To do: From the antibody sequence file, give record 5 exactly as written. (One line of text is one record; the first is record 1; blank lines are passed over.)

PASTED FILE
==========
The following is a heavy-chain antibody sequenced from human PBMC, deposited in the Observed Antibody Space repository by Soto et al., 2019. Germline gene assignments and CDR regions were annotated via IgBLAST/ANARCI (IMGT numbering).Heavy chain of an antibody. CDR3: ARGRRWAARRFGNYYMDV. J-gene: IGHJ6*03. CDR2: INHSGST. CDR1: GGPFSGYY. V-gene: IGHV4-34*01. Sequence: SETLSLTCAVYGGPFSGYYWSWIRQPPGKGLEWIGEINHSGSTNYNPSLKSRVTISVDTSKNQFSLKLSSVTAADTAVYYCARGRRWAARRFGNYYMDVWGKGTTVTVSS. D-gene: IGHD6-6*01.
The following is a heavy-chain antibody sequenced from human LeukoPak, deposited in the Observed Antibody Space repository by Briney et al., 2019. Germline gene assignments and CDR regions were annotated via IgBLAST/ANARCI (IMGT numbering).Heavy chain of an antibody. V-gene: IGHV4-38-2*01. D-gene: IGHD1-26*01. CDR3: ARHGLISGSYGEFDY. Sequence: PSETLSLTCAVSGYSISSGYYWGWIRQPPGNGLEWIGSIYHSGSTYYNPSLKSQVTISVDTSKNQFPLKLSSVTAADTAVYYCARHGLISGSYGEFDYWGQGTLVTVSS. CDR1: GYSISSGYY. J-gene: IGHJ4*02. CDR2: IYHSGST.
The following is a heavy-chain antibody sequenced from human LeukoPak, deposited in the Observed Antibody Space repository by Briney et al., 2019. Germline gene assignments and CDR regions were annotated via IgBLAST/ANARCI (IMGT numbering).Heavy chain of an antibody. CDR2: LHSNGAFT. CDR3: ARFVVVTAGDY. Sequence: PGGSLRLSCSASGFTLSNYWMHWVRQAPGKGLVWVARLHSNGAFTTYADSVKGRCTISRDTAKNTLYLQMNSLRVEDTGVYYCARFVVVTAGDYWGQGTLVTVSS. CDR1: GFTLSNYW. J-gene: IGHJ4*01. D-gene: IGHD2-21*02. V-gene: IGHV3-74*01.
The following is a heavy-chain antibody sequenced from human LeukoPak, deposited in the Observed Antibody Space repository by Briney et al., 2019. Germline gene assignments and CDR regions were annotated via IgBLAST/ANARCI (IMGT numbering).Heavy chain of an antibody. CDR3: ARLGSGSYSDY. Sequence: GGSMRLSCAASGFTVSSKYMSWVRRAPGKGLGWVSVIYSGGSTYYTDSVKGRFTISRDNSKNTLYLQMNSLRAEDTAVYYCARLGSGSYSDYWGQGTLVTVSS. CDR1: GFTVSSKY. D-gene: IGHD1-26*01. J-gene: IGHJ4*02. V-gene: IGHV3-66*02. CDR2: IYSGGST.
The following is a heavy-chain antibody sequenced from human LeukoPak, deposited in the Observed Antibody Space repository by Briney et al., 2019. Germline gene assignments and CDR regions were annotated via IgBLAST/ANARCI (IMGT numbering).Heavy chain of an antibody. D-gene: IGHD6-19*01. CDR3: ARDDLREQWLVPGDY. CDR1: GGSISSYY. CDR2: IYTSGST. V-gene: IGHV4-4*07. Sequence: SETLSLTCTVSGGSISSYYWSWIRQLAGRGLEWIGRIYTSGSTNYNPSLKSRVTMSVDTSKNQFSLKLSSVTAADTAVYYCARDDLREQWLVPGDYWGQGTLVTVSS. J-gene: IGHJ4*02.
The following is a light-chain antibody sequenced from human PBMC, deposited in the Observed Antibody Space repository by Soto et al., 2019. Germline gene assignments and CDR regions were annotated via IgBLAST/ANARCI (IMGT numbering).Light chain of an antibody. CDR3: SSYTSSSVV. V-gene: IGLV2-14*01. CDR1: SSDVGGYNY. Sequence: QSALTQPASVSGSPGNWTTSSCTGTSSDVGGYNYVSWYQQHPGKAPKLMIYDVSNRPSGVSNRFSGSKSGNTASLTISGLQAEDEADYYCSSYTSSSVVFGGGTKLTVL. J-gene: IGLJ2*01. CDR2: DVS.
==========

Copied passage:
The following is a heavy-chain antibody sequenced from human LeukoPak, deposited in the Observed Antibody Space repository by Briney et al., 2019. Germline gene assignments and CDR regions were annotated via IgBLAST/ANARCI (IMGT numbering).Heavy chain of an antibody. D-gene: IGHD6-19*01. CDR3: ARDDLREQWLVPGDY. CDR1: GGSISSYY. CDR2: IYTSGST. V-gene: IGHV4-4*07. Sequence: SETLSLTCTVSGGSISSYYWSWIRQLAGRGLEWIGRIYTSGSTNYNPSLKSRVTMSVDTSKNQFSLKLSSVTAADTAVYYCARDDLREQWLVPGDYWGQGTLVTVSS. J-gene: IGHJ4*02.